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The five top training tips and the toughest competition by Joachim Posanz

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How did you end up doing this unique firefighter sport?

My colleague and friend Thomas Ziaja (nickname OPA) started this special sport before me and talked me into trying it. I was hooked right from the start and it became a great passion of mine!!

What are your five top training tips for competitions?

1. Set regular fixed times for the training during your week as it is only effective if you do it regularly.

2. The training has to include various elements: strength-endurance-technique- strength/endurance.

3. Technique training must be very competition orientated - try to reconstruct the competition elements.

4. Do the strength/endurance training in intervals. The most effective method here is the Tabata interval (8x 20 secs. training / 10 secs. break). There is an app to download for this.

5. Train your mental strength. This will lead to decisive “BIG POINTS” in the competition!!

Which competition was the biggest challenge for you?

The TFA (Toughest Firefighter Alive) competition was and still is the biggest challenge in the firefighter sport. It’s also called the “iron man” of the firefighting competitions.

How do you prepare for competitions?

My training tips are also my principles for my preparation! I do five training units a week and during preparation I also boost this with two units a day.

Important: push your training already in the winter! In the final weeks before the competition, only do “light” training and practice the procedures. The muscles should have a chance to fully recover.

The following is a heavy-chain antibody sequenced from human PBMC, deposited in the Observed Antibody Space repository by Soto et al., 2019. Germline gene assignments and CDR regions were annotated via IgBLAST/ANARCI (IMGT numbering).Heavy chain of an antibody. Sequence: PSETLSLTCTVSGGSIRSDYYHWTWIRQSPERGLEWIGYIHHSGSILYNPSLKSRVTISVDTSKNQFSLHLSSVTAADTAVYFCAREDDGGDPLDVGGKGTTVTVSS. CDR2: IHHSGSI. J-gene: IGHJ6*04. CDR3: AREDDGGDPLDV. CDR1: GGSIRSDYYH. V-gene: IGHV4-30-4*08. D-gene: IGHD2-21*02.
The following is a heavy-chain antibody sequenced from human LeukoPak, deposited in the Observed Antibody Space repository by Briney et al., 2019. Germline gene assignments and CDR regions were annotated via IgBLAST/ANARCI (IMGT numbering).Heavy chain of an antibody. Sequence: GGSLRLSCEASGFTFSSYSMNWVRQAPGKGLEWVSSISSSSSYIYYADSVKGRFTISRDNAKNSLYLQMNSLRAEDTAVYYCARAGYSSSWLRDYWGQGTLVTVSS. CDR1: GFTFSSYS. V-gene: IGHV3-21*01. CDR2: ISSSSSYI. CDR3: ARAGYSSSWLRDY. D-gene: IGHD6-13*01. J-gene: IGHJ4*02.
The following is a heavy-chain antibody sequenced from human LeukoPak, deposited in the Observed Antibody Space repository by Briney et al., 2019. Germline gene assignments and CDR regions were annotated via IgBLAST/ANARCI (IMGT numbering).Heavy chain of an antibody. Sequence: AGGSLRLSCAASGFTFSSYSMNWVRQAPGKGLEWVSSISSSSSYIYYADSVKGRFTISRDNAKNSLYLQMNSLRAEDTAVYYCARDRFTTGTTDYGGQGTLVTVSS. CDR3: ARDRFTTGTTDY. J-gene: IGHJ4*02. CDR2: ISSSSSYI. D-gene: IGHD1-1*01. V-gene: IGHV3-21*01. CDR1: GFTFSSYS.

What equipment do you have in the competitions / what are the three most important utensils?

You start the competition – and this is what makes it so special – wearing full work clothing including breathing apparatus and partly also with mask on. This means that you have to anticipate carrying an additional ca. 25 kg. It is, therefore, very important to have functional equipment. All parts of the personal protective equipment need to be in top condition. Particularly the gloves as they “transfer” my strength into the challenges in the competitions!

What was the toughest competition for you personally?

My toughest competition was the Toughest Firefighter Alive (TFA) 2010 at the World Championships in South Korea. For us Europeans the climate was extreme at 40 °C and 90 % humidity. This was however only one of the extremes! The competition was also particularly “tough” as in the last of the four stages (the 4th stage is always very tough), we had to run up 35 storeys instead of the usual 15-20!! And, as I already said, always with breathing equipment!! But my agony “paid off” at these World Championship as I became the World Champion for the first time and was named the “toughest firefighter in the world”.

What tips do you have for firefighter sport enthusiasts?

Find out about the “SLIGHTLY DIFFERENT FIREFIGHTER SPORT” and just give it a go. You will get to know a totally new side of your body! 😉

This will motivate you to train regularly which will also help you in “normal” everyday firefighting work. You can find out more information on the slightly different firefighting sport on: http://tfa-cross.com

Seit wann gibt es TfaXcross und wie erfolgreich ist der Feuerwehrsport bis jetzt?

Das TfaXcross habe ich vor ca. 1,5 Jahren ins Leben gerufen. Es bildet eine bestimmte Trainingsform die zum einen ein funktionelles Ganzkörpertraining darstellt und zum anderen ein spezielles Grundlagentraining für die Wettkämpfe ist. Dieses Workout habe ich aus der Erfahrung meiner langen Wettkampfzeit kreiert. Daher im Workout auch die starke Anlehnung an die Feuerwehr bzw. unserem Sport. Außerdem soll TfaXcross als Synonym für die vielen verschiedenen Feuerwehrwettkämpfe (Toughest Firefighter Alive, Firefighter Combat Challenge, Europas Challenge, Firefighter Stairrun etc.) die es mittlerweile gibt, stehen. Quasi als Oberbegriff.

What are your goals for the future?

My goals … Certainly to take part in these competitions for many more years to come and be right up there in the front. During the years (I’ve been doing this for 17 years now), I have become a sort of “rock”, perhaps even a role model, in these competitions. I would like to pass on my expertise and experience in all areas – whether in organisation, realisation, training units and, of course, the competition itself – to newcomers so that this special sport can continuously “grow” and always attract more firefighters.

What is your opinion?
Let us know!